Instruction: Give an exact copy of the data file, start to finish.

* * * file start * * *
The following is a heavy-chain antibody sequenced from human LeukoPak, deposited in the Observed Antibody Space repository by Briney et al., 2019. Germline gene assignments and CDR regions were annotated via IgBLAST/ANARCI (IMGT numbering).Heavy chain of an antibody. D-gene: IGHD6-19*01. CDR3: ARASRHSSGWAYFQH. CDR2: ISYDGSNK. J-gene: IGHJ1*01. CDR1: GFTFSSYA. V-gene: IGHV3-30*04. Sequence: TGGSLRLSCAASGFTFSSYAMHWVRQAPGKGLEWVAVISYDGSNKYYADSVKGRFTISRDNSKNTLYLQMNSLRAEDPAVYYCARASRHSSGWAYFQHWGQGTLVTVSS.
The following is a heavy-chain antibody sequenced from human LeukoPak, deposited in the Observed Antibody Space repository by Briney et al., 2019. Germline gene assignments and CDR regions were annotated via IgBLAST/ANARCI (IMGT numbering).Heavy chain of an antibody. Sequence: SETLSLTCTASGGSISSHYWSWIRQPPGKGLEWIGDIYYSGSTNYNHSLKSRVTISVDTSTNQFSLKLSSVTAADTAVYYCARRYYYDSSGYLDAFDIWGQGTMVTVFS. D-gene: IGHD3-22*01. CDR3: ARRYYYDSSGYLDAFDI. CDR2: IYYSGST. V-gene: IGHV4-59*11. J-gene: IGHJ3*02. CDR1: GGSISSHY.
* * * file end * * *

The following is a heavy-chain antibody sequenced from human LeukoPak, deposited in the Observed Antibody Space repository by Briney et al., 2019. Germline gene assignments and CDR regions were annotated via IgBLAST/ANARCI (IMGT numbering).Heavy chain of an antibody. D-gene: IGHD6-19*01. CDR3: ARASRHSSGWAYFQH. CDR2: ISYDGSNK. J-gene: IGHJ1*01. CDR1: GFTFSSYA. V-gene: IGHV3-30*04. Sequence: TGGSLRLSCAASGFTFSSYAMHWVRQAPGKGLEWVAVISYDGSNKYYADSVKGRFTISRDNSKNTLYLQMNSLRAEDPAVYYCARASRHSSGWAYFQHWGQGTLVTVSS.
The following is a heavy-chain antibody sequenced from human LeukoPak, deposited in the Observed Antibody Space repository by Briney et al., 2019. Germline gene assignments and CDR regions were annotated via IgBLAST/ANARCI (IMGT numbering).Heavy chain of an antibody. Sequence: SETLSLTCTASGGSISSHYWSWIRQPPGKGLEWIGDIYYSGSTNYNHSLKSRVTISVDTSTNQFSLKLSSVTAADTAVYYCARRYYYDSSGYLDAFDIWGQGTMVTVFS. D-gene: IGHD3-22*01. CDR3: ARRYYYDSSGYLDAFDI. CDR2: IYYSGST. V-gene: IGHV4-59*11. J-gene: IGHJ3*02. CDR1: GGSISSHY.